They read silently, eyes moving in time as they scanned across the lines and digested their meanings. Occasionally, they would nod together, as well, spotting the same interesting point at the same time. Eileen, in Maude’s opinion, settled in quickly. She didn’t like talking about why she had taken the job, and was hopelessly unaware of the lustful gaze of the younger Lord Carstairs. Eileen went pink at all the signs she had missed that had been so obvious to Maude.
But, soon, the ongoing assessment of the new maid was put aside for more important matters. Maude was going to use a day off to meet with the mysterious X in a hotel a few towns over. They would spend the day pretending to be man and wife, signing in as Mr and Mrs Smith.
“I feel sorry for all the real Mr and Mrs Smiths out there.” Ginge said, when Ally read this bit out, and asked him to look for letters from around that date. “Every time they sign into a hotel, the staff must think they’re having an affair.”
“They could pretend that they were. It might make it all more fun.” Eileen joked.
“I like the way you think.” Ally teased. “Should we skip ahead to their meeting?”
“Oh, I want to. But let’s read everything that builds up to it, just in case.”
So they kept on working their way through the diary, day by day. After a few more pages, Eileen had a thought. “How long is it since she was with a man? It seemed to be two a week when I was reading the other diary. And she was keen on the Black Shaft game. I thought she was above all that, but that was just because she never did it while I was here.”
“Good question. I hadn’t spotted that, but it’s obvious now you’ve mentioned it.” Ally flipped back through the pages quickly. “No. No. No…. That’s her first time with X. There we go. Nobby again. You were right, there was no-one after she met X.”
“He must have been good. To make a girl like Maude give up all other men.” Eileen said, a touch of awe in her voice.
“Maybe he has a huge dick.” Ginge offered.
“Size isn’t everything. Or so I’ve been told.” Ally replied. “But I imagine it would help.”
Fighting the urge to skim and skip pages, Ally and Eileen carried on through the diary. They were soon rewarded with the meeting they wanted to read about. Mr and Mrs Smith booked in to their hotel, and barely left their room. Maude went into extended and graphic detail of the positions they had tried, the size of X’s manhood- which was usefully large- and the number of times she had climaxed. Far more information than she had included for any previous encounter.
“Goodness, she did enjoy herself.” Eileen mumbled, clearly flushed from what she had just read. “I would never have thought of taking it up the bum. Who would have thought it could be enjoyable.”
“Oh, it’s wonderful.” Ally and Ginge assured her, in tandem.
“I shouldn’t be surprised that adventurous types like you have tried such exotic stuff. Would you tell me how…? I wonder if Toby would…?” Eileen squirmed in her seat, and flashed a guilty grin at Ginge and Ally. “I should stop thinking about such things. We have a murder to solve. There’s more to the weekend, after all the lovemaking. What does she say next?”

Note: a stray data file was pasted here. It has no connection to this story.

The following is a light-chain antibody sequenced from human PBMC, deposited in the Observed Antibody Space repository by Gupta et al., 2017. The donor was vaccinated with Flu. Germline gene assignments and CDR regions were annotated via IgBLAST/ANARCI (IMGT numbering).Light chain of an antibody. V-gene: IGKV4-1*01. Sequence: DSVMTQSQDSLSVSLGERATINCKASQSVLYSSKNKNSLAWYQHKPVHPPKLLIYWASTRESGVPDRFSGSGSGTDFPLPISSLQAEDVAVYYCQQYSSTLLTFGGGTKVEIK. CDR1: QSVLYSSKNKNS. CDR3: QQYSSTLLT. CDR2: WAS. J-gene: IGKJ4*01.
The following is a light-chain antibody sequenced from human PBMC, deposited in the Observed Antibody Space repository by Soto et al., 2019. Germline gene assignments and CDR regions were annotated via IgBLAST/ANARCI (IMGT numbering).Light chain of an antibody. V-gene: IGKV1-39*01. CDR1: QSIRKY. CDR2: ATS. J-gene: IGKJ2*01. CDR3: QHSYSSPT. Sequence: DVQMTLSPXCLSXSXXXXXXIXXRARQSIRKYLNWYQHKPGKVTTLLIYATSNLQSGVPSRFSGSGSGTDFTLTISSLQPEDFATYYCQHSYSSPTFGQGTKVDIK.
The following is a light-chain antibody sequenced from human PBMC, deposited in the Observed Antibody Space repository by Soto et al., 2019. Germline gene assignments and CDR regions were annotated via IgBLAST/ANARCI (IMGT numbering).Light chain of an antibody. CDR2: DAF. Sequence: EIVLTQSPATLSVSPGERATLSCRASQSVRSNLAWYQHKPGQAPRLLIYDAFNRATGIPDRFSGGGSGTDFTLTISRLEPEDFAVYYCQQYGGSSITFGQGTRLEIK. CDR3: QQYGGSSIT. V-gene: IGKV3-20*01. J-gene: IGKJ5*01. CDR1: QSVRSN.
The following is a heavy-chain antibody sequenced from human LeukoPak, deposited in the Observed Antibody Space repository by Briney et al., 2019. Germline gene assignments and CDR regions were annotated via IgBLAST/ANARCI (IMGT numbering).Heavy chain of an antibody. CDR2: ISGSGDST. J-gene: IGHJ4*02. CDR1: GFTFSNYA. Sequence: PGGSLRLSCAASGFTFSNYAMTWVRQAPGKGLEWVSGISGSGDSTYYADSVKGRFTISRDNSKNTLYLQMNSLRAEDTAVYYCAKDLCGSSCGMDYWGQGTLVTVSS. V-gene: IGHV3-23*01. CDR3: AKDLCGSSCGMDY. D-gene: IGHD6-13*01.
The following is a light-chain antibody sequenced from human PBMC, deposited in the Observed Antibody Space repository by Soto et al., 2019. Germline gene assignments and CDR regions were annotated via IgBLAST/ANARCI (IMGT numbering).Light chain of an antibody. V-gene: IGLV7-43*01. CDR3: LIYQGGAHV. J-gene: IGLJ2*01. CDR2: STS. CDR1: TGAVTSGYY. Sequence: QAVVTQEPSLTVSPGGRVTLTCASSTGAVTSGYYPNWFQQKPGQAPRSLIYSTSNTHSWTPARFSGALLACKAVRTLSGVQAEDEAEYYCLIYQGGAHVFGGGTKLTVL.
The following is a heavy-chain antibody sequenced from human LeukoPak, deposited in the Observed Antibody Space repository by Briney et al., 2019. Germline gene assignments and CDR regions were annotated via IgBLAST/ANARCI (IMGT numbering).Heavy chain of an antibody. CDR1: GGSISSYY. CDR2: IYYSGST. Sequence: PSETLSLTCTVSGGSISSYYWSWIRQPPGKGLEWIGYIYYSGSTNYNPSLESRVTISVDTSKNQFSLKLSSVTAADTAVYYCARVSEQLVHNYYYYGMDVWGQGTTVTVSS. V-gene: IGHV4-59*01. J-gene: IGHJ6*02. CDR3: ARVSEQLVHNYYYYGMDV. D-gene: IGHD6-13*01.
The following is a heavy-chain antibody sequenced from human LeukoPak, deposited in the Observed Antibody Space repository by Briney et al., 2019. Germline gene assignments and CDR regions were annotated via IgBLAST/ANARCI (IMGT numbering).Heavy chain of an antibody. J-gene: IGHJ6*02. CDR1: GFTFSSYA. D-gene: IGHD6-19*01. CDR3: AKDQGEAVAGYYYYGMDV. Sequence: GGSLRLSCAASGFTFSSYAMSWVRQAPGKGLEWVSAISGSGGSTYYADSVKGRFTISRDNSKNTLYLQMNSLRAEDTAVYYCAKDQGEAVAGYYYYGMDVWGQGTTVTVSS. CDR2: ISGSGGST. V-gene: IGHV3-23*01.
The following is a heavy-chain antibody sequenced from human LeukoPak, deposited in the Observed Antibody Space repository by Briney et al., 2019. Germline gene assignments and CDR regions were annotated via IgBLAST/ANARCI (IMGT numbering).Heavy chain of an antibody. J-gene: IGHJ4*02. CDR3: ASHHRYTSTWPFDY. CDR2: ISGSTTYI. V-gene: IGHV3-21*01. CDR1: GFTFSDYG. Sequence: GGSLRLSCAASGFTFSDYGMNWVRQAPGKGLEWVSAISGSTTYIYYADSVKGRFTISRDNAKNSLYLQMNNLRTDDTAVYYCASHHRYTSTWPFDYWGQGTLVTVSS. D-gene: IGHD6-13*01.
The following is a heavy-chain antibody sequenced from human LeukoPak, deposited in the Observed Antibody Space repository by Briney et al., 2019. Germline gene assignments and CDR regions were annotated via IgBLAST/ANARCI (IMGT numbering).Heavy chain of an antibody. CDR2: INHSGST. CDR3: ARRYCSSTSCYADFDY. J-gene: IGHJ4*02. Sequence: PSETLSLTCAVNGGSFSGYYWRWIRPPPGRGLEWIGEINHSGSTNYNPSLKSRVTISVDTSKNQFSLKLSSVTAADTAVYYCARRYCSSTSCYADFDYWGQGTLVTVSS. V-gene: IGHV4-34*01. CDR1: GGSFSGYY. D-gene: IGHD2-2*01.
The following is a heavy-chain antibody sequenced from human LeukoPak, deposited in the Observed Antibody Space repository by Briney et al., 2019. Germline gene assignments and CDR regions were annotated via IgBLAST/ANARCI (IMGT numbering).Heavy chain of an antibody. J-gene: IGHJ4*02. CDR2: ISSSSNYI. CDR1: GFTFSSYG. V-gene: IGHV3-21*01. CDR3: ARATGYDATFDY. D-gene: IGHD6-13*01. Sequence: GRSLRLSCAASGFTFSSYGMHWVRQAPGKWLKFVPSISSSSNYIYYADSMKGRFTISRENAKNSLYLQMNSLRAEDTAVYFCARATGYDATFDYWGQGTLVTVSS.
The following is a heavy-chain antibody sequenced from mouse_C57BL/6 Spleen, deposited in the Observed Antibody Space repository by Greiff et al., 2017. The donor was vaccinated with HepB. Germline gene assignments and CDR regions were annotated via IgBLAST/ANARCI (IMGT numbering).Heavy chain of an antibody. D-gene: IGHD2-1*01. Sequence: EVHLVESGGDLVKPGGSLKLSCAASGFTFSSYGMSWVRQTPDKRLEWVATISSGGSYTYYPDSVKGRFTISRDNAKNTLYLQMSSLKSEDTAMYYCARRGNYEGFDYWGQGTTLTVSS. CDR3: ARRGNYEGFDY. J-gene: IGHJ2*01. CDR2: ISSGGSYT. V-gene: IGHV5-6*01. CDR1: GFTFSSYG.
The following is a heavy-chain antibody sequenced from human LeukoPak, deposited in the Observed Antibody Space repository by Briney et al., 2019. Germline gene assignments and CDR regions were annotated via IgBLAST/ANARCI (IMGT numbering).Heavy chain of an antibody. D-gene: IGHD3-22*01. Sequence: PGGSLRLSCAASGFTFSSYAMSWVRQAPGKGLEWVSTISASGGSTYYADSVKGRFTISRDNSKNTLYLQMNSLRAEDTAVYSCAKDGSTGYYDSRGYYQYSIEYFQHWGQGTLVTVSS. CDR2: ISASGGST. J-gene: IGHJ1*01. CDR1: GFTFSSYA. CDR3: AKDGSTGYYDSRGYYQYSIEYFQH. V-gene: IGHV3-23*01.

Ally turned the page, away from the dirty passages. She scanned the first few lines, then started reading. “’I can deny X nothing, not even what he has asked me to do now. We had a long and serious talk before we parted, and he told me of his plans. Matthews, Mayhew and Marston is no more. He says they were never a real company, but I don’t know how that works. He has a plan to make money now. But first he needs me to seduce old Lord Carstairs. If he can get me pregnant, that will be better still. I don’t know what he plans, for after I have had the old man, but he tells me they will make us both rich, and we can be together properly then.’”
Eileen folded the edges of the pages over, working her way back until she found the date. “This is less than a fortnight before Lord Carstairs died.” she announced. “Does this mean that Maude, or X, had something to do with his death?”
“Well, Toby did say his father’s last expression looked like he was enjoying a bit of it.” Ginge said. He had separated all the letters now, and his hand lay on top of one pile. “These are all signed X. Perhaps they will tell us his side of the plot. But I want to know what happened next for Maude.”
Ally continued reading the entry. “’The old bugger is a nice chap, and well leery. I don’t think he will be so hard to seduce. I have seen the way he looks at my tits as I bend over to serve him tea. Lady Carstairs is a frigid bitch, too. The horrible unlovely uniforms was her idea. X thinks the old lord is too old to get it up any more, though. So he gave me a bottle of Spanish Fly. He says it will turn a dead man on, and has stuff in it to make him sort of drunk, as well as getting him hard. I will slip it in one of his late night drinks when I know I have the chance to be alone with him.’ I wonder if Godfrey knows someone who can analyse the contents of that bottle?”
“I wonder if the others have found anything as interesting as this.” Ginge said.
“I doubt it. We have the best job, sitting inside and reading naughty diary entries. They have to look for less obvious clues.” Ally concluded.